Truth, Perception, Discernment, and Authenticity

“The moment we begin to fear the opinions of others and hesitate to tell the truth that is in us, and from motives of policy are silent when we should speak, the divine floods of light and life no longer flow into our souls.” -Elizabeth Cady Stanton

Elizabeth Cady-Stanton wrote this at a time when the art of debate was a gentile art in comparison to some of today’s celebrated system of rants and counter-attacks.  However, the appearance of gentility belied the same internal and social struggles then, as we are bombarded with today by the technology and attitudes that are so readily at our disposal. Many factors play into the decline of the social conversation; but from that decline has arisen a raw and sometimes brutal diamond which has caught more attention and spurred more social change than ever before.

We are at a pivotal point in history, and the change will happen with or without our cooperation.  However, our cooperation gives us a foundation from which to plant our feet and keep our sea-legs when the waves become overwhelming.  People want to be recognized, to be heard, but many still have yet to learn to listen to themselves before they can effectively listen to others.  Whatever our personal struggles, we need to learn to distinguish the truth from our perception, which is viewed through the lens our our experience.  I was told years ago that there are three sides to every story: yours, mine and the truth.  Discernment is learning to see other perspectives and make decisions based on the bigger picture.  With today’s instantaneous technology and social media platforms, we are being overwhelmed with personal, social, political, marketing and diversionary information without the collective maturity to sift through it all with an objective eye.

Now I would be at least remiss if I were not to address my own lack of tact, refinement, and discernment in certain conversations and platforms; both in the past and sometimes in the present.  It is no secret that I have very few secrets.  However, I have painfully learned what to put forward and to whom, and have learned the value of time and a fresh eye in what needs to be shared.  It takes time and a certain amount of work before we understand who is safe, who isn’t, and when it is appropriate to extend ourselves beyond our comfort zone and when to listen to our instincts.

For quite some time, I’ve been seeing the synchronicity of people having very similar personal growth opportunities and experiences on a collective level.  Just today, a friend of mine posted that they were tired of platitudes and superficial interactions with people. Having been through this in my own personal life lessons, I felt it important to remind her to stay open and caring, and to always be willing to love without expectation, but also to make sure that she does so without draining her own resources, and to love herself first and foremost.  There is nothing wrong with showing up authentically… we need more of that in the world.  The issue is that authenticity may be recognized by those who haven’t done their own soul-work, but it is often manipulated by those who are only interested in their own gains, and will be lost on those have no interest in personal or social revelation or revolution.  It is important then, for us to focus on trusting ourselves, our intentions, our instincts, our questions, and our boundaries rather than placing that trust in others in our interactions.  When we are in touch with our own soul, we see that others will set their boundaries by their actions, and we can honor those boundaries while remaining true to ourselves.  The times that we still face manipulation of our good will offer us lessons that we can embrace, rather than fear and will ultimately strengthen our own values and comportment.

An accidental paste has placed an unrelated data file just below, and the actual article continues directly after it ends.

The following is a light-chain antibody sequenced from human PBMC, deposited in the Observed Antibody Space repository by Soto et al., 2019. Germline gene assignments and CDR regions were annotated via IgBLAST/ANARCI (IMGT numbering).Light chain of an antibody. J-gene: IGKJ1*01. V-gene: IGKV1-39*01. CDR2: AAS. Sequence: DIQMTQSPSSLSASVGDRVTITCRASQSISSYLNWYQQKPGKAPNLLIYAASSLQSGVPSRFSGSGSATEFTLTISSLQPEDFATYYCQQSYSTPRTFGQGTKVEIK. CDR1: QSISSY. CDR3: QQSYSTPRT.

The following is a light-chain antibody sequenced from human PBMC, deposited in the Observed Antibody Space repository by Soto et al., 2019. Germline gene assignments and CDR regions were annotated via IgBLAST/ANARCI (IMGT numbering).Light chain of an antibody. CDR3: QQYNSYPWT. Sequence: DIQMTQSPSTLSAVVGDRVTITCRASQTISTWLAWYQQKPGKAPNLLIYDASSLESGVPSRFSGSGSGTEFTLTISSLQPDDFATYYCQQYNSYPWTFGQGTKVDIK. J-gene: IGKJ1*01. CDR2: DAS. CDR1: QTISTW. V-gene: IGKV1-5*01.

It is important that we take care of ourselves, and learn to let go of the things that hold our attention away from solution.  It is not realistic or healthy to ignore the negative, but we can learn to bring our focus to solutions easily by shifting our conversations from complaining and venting to “what can I do about this” and “what do I need to learn or let go”?

For those who are struggling with motivation to change or to step up our commitment to ourselves, now is not the time to rest on our proverbial laurels… rather it is time to mobilize our own minds and choices and choose that which we want to work toward, and give up the parts of the struggle over which we have control that are still holding us back from our own potential, and in doing so, we find that our truth is not something that needs to be blasted to everyone, but to be lived daily, and shared with those who notice and want to participate in sharing our collective truth.

~ Stay Blessed

 

 

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